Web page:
Penn Hills Volunteer Fire Department
Station 1 - 7520 Mt. Carmel Rd
Station 2 - 5806 Verona Rd
Station 3 - 1701 Leechburg Rd
Station 4 - 1002 Center Ave
Station 5 - 2797 Robinson Blvd
Station 6 - 2240 Main St - CLOSED - DE-CERTIFIED (2016)
Station 7 - 125 Universal Rd
Fire Marshal - 102 Duff Rd
Fire Academy - 102 Duff Rd
- Aaron Donald
- Scott Edgar (born 1955), college basketball coach
- Bill Fralic
- George Karl
- Barry Church
- Abby Lee Miller
- Kevin Peter Hall
- Dion Bentley
- Tom Tumulty
- Nisha Rajagopal
- "2016 U.S. Gazetteer Files". United States Census Bureau. Retrieved Aug 13, 2017.
- Bureau, U. S. Census. "U.S. Census website". United States Census Bureau. US Census Bureau. Retrieved 1 December 2019.
- "Race, Hispanic or Latino, Age, and Housing Occupancy: 2010 Census Redistricting Data (Public Law 94-171) Summary File (QT-PL), Penn Hills township, Allegheny County, Pennsylvania". United States Census Bureau. Retrieved September 29, 2011.
- "US Gazetteer files: 2010, 2000, and 1990". United States Census Bureau. 2011-02-12. Retrieved 2011-04-23.
- "Plum Creek". Geographic Names Information System. United States Geological Survey. Retrieved 2010-12-18.
- "U.S. Census website". United States Census Bureau. Retrieved 2008-01-31.
- "Population of Civil Divisions Less than Counties" (PDF). 1870 United States Census. U.S. Census Bureau. Retrieved 25 November 2013.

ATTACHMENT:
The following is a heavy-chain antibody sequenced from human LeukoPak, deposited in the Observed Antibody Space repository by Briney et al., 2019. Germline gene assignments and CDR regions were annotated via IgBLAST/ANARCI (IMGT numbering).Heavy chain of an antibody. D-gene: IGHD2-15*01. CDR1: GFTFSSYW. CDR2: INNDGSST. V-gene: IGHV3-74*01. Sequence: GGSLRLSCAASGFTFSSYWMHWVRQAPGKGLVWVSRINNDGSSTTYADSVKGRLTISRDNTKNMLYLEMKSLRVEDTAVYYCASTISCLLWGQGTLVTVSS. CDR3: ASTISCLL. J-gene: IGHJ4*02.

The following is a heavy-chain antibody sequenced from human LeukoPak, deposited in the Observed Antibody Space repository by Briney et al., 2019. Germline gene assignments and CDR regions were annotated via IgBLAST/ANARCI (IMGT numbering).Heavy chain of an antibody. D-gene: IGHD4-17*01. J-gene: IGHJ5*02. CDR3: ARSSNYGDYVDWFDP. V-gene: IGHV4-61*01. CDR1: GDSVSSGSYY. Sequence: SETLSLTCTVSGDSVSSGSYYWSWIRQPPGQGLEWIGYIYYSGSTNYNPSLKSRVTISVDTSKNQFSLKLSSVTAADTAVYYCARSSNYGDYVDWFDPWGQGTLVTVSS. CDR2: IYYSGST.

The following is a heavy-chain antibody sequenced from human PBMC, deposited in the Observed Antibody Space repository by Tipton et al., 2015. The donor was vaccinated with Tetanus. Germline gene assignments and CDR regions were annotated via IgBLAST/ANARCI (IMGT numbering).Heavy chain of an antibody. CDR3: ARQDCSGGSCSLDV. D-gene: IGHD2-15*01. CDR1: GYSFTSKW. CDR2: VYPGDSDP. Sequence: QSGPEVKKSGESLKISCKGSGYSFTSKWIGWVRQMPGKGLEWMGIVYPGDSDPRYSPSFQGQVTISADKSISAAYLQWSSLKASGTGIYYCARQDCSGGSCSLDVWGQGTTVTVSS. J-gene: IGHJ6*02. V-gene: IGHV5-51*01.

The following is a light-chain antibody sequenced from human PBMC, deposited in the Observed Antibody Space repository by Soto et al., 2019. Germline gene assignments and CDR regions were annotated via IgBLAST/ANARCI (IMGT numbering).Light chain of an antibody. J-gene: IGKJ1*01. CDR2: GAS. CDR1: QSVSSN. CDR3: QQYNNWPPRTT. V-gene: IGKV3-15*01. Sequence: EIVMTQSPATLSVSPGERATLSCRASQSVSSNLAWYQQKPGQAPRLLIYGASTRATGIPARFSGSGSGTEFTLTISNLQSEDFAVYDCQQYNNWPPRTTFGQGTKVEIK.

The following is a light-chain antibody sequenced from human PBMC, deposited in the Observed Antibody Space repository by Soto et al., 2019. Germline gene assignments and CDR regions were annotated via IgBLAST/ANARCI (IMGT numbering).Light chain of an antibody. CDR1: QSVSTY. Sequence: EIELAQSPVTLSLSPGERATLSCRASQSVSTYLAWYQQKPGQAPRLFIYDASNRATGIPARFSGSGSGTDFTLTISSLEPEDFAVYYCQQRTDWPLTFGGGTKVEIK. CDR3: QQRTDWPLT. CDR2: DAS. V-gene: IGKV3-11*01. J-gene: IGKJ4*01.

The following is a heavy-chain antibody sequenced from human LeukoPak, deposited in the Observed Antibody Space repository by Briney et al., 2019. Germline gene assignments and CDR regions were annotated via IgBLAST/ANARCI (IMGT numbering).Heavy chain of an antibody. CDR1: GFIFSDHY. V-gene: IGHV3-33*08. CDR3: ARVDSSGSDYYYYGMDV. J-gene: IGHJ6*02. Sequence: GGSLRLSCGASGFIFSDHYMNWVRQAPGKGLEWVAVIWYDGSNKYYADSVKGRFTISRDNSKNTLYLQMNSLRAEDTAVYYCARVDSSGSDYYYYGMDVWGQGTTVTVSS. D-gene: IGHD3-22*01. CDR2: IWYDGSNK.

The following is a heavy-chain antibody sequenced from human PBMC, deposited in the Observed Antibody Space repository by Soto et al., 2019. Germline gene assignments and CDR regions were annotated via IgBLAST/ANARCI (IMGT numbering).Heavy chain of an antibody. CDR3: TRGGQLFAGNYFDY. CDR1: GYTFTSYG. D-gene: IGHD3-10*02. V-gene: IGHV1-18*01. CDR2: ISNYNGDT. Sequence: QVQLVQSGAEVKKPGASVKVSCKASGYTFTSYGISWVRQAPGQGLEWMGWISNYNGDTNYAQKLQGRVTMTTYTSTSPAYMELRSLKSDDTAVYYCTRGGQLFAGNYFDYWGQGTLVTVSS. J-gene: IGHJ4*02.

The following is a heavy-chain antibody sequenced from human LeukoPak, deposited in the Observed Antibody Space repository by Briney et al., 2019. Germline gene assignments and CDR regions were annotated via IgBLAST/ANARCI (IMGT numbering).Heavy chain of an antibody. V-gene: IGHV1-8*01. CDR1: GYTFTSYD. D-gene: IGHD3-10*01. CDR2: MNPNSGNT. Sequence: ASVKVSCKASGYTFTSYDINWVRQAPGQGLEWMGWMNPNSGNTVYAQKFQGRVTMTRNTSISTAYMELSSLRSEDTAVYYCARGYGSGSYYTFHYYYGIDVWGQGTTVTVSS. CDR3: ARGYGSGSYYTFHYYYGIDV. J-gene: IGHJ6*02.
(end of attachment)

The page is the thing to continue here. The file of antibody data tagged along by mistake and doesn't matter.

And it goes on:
- "Population of Civil Divisions Less than Counties" (PDF). 1880 United States Census. U.S. Census Bureau. Retrieved 24 November 2013.
- "Population-Pennsylvania" (PDF). U.S. Census 1910. U.S. Census Bureau. Retrieved 22 November 2013.
- "Number and Distribution of Inhabitants:Pennsylvania-Tennessee" (PDF). Fifteenth Census. U.S. Census Bureau.
- "Number of Inhabitants: Pennsylvania" (PDF). 18th Census of the United States. U.S. Census Bureau. Retrieved 22 November 2013.
- "Pennsylvania: Population and Housing Unit Counts" (PDF). U.S. Census Bureau. Retrieved 22 November 2013.
- "Incorporated Places and Minor Civil Divisions Datasets: Subcounty Population Estimates: April 1, 2010 to July 1, 2012". U.S. Census Bureau. Archived from the original on 11 June 2013. Retrieved 25 November 2013.
- EL. "Allegheny County Treasurer". Retrieved 1 September 2017.
- Location of municipal building via Google Maps
- EL. "2012 Allegheny County election". Pittsburgh Tribune-Review. Retrieved 15 October 2017.
- EL. "2016 Pennsylvania general election results". Pittsburgh Post-Gazette. Retrieved 15 October 2017.